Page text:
As the number of people with chronic conditions continues to grow, so too, does disease management (DM). The trend of DM is moving forward through increased identification, stratification and patient involvement. The trend is part of what Vince Kuraitis, founder and principal at Boise, Idaho-based Better Health Technologies LLC, calls "a redesigning in healthcare" regarding the move from an acute and episodic focus to the management of a lifelong condition.
In order for that transition to take place a series, the proper technology infrastructure is essential.
More and more, there is increased recognition that DM parallels other healthcare trends. "Typically you're working with people who are already high-cost individuals who may have a number of diseases, but the process of preventing disease and using prevention and wellness is the same," says Kuraitis. DM, he says, should not be thought of in and of itself, but as part of a continuum, part of a broader process of care.
For Ed Wagner, M.D., director of the Seattle-based MacColl Institute for Healthcare Innovation at the Center for Health Studies, Group Health Cooperative, "A critical element of good chronic disease care, good prevention care is the ability to look at your whole population." Having well-populated and properly managed data warehouses is key.
Electronic medical records (EMRs), dense databases and key registry functionality enable physicians to better care for their patients and keep a competitive edge while benchmarking themselves and providing transparency, as pay-for-performance (P4P) measures and consumer-driven healthcare gain speed. "Computers give you the ability to look at your whole practice, see how you are doing and see which patients need more attention," Wagner says. Patient portals are also important to managing chronic care.
Behind patient involvement are clinical electronic alerts based on best practices and evidence-based medicine. Through a series of reminders, physicians can be alerted to check for patient compliance, thus ensuring patient involvement. Technology alerts may also be used to signal patient non-compliance or danger at home.
The first step in the DM trend is deciding which members to include and how best to identify and stratify them.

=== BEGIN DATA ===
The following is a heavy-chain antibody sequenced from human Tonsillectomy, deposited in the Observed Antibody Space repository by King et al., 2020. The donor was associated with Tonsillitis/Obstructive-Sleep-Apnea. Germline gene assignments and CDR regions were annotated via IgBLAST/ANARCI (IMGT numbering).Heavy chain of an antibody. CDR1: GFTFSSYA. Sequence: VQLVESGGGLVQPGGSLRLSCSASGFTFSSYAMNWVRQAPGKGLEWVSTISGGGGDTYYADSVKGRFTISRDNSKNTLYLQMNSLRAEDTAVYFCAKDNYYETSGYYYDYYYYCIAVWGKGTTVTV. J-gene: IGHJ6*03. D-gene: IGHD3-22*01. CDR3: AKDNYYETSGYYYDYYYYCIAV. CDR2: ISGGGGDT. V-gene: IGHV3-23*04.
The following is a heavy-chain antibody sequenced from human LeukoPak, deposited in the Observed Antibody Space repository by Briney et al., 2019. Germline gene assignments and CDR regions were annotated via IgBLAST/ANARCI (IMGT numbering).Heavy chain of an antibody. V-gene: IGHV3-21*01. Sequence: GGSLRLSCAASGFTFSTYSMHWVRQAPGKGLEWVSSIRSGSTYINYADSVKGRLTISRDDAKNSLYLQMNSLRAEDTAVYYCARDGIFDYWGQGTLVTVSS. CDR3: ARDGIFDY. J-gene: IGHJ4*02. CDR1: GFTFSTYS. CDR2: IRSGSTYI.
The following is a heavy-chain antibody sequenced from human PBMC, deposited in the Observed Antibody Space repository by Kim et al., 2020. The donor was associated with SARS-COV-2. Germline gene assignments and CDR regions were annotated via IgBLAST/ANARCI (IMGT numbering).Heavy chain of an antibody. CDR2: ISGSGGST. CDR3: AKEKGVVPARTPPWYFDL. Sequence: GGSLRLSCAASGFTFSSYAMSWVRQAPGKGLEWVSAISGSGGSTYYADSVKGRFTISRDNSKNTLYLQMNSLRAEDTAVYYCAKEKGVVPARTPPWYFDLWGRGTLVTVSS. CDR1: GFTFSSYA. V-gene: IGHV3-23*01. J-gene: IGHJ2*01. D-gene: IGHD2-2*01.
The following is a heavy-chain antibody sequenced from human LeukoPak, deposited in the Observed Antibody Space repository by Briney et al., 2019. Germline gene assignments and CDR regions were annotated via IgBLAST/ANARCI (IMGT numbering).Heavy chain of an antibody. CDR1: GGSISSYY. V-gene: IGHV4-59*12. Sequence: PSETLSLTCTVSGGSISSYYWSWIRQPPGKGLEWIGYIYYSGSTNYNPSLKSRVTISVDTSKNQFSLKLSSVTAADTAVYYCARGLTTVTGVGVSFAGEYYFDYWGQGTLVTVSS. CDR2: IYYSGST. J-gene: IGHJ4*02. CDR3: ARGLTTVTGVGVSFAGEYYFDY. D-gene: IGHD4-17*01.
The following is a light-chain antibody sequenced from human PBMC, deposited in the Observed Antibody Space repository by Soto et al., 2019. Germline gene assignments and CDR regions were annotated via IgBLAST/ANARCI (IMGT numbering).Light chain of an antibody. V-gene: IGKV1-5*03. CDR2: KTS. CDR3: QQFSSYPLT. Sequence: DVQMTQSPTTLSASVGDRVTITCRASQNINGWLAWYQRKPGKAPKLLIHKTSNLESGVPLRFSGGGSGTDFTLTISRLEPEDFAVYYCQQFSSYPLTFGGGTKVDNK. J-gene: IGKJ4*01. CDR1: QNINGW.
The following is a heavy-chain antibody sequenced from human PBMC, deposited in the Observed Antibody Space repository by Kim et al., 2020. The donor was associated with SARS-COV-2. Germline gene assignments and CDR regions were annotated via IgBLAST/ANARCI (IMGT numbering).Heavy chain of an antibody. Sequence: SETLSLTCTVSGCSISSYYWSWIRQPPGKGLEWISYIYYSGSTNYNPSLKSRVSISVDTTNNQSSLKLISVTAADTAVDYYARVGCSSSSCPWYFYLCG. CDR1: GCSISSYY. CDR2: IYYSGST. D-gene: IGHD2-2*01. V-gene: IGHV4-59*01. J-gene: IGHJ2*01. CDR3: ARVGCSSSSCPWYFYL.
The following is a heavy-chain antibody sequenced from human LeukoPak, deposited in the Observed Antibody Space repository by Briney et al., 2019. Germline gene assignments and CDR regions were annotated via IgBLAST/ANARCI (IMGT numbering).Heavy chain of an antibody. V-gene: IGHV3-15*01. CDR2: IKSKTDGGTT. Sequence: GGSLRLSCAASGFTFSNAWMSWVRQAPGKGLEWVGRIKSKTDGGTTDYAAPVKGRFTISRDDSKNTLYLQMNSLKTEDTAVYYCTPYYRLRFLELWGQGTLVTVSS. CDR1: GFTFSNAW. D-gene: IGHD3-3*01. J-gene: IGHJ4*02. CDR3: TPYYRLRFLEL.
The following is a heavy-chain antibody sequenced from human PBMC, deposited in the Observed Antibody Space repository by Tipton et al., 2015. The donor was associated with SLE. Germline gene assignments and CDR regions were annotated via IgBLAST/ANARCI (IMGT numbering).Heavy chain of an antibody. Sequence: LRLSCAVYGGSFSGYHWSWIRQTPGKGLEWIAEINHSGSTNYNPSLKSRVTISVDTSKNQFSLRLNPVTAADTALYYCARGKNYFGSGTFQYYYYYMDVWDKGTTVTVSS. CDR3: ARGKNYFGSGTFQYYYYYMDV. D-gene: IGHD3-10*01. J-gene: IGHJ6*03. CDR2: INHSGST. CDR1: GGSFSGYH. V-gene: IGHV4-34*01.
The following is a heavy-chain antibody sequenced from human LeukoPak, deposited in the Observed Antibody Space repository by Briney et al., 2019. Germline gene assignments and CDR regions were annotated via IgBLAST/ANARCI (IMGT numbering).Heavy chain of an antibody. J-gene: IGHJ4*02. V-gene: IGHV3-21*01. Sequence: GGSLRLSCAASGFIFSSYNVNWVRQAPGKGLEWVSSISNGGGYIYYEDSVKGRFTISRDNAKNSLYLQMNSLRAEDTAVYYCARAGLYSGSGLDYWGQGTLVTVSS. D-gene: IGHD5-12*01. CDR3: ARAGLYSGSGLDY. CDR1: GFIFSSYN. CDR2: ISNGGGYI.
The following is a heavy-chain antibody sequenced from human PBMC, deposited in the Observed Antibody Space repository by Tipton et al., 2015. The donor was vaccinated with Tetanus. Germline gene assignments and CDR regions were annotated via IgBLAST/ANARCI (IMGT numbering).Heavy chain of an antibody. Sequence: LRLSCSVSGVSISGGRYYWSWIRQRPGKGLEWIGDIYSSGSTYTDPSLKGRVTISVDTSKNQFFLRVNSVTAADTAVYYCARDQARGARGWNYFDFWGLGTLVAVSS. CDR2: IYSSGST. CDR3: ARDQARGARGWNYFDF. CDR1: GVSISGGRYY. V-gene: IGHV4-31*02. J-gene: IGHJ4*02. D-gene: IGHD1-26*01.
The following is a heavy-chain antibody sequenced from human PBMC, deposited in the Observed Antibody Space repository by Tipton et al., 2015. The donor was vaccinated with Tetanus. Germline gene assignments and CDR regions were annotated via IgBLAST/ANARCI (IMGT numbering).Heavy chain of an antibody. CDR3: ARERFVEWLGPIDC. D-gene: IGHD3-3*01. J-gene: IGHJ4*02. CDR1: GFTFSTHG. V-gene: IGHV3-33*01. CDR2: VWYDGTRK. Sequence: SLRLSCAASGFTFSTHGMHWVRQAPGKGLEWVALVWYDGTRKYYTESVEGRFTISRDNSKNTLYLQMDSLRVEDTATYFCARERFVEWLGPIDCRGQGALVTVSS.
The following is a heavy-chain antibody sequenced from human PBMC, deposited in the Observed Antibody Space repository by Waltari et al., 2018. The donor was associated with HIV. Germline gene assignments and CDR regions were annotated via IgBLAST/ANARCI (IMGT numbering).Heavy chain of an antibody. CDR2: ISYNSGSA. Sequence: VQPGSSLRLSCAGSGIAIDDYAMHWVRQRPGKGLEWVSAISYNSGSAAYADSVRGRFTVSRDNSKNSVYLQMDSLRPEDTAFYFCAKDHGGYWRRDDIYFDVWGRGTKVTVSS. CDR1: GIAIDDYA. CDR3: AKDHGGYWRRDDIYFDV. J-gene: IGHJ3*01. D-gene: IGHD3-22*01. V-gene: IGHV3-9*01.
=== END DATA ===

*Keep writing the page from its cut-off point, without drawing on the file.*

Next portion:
At the Visiting Nurse Association (VNA) of Southeast Michigan in Oak Park, DM began in 2002, with congestive heart failure patients, which was one of its largest patient populations. After a small pilot with 32 patients, the organization was so pleased with the results that in September 2005 it added three more — diabetes, hypertension and chronic obstructive pulmonary disease (COPD) — and made DM a standard of care for these conditions. Since then, it has served 600 patients in the program.
"By monitoring their vitals it's almost as if we get advanced warning of what's happening within the body," says Gloria Brooks, chief operating officer at VNA of Southeast Michigan. To monitor patients, the VNA uses a device that can measure weight, blood pressure, blood oxygen and glucose levels in the home. When COPD patients' weight creeps up, perhaps signaling that the lungs have filled with liquid, they should expect a call from a nurse.
Presence in absence
According to Brooks, DM allows the nurses to be there, without really being there. It also requires patients to manage their own illnesses, hopefully keeping them out of the emergency room. "It's all about choices," Brooks says. "It starts to make a real 'connect the dots,' in what you're doing, what you're eating or not eating, and how that impacts your diagnosis."
Part of the IT of facilitating chronic care improvement goes to system management.
"If you really want to create mass personalized care, the key is to have the care be about the people who have diseases, not the diseases that people have," says Paul Wallace, M.D., medical director for health and productivity management programs at Kaiser Permanente's Permanente Foundation in Oakland, Calf. "The real leap," he says, "is taking everything we know about disease and flipping it around to understand the interrelatedness of those diseases and their management when they occur in real people."
The "demographic imperative" of DM, as David Nash, M.D. — chairman in the department of health policy at Philadelphia's Jefferson Medical College — says, is made up of a number of factors.
The first, he attributes to the increased number of patients with multiple chronic diseases and aging baby boomers, which he says stems from the ability to prolong life, "resulting in tens of millions of persons with multiple chronic illnesses." The second imperative, he says, is a system that is a non-system. It is "a healthcare system that pays for piecework and wonders why there is no coordination." The third, Nash says, is the role that consumers play in their own healthcare.
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